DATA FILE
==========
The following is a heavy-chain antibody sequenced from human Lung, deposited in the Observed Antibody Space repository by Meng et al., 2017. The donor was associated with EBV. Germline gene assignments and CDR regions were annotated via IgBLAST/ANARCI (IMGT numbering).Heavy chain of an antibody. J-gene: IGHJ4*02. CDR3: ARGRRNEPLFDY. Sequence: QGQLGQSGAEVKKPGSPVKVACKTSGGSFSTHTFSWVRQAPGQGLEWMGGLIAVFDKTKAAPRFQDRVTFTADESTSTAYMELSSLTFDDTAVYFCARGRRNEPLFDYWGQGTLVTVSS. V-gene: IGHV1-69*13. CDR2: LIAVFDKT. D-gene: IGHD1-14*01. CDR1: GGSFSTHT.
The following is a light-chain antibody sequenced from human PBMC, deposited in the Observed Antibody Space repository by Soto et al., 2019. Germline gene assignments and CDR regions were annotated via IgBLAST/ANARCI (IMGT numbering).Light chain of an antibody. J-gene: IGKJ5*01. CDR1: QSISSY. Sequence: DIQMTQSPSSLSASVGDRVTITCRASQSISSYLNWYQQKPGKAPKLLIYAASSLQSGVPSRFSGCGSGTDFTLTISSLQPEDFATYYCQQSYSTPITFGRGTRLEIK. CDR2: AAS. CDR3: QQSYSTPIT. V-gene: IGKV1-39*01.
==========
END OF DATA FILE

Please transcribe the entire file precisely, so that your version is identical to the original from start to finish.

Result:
The following is a heavy-chain antibody sequenced from human Lung, deposited in the Observed Antibody Space repository by Meng et al., 2017. The donor was associated with EBV. Germline gene assignments and CDR regions were annotated via IgBLAST/ANARCI (IMGT numbering).Heavy chain of an antibody. J-gene: IGHJ4*02. CDR3: ARGRRNEPLFDY. Sequence: QGQLGQSGAEVKKPGSPVKVACKTSGGSFSTHTFSWVRQAPGQGLEWMGGLIAVFDKTKAAPRFQDRVTFTADESTSTAYMELSSLTFDDTAVYFCARGRRNEPLFDYWGQGTLVTVSS. V-gene: IGHV1-69*13. CDR2: LIAVFDKT. D-gene: IGHD1-14*01. CDR1: GGSFSTHT.
The following is a light-chain antibody sequenced from human PBMC, deposited in the Observed Antibody Space repository by Soto et al., 2019. Germline gene assignments and CDR regions were annotated via IgBLAST/ANARCI (IMGT numbering).Light chain of an antibody. J-gene: IGKJ5*01. CDR1: QSISSY. Sequence: DIQMTQSPSSLSASVGDRVTITCRASQSISSYLNWYQQKPGKAPKLLIYAASSLQSGVPSRFSGCGSGTDFTLTISSLQPEDFATYYCQQSYSTPITFGRGTRLEIK. CDR2: AAS. CDR3: QQSYSTPIT. V-gene: IGKV1-39*01.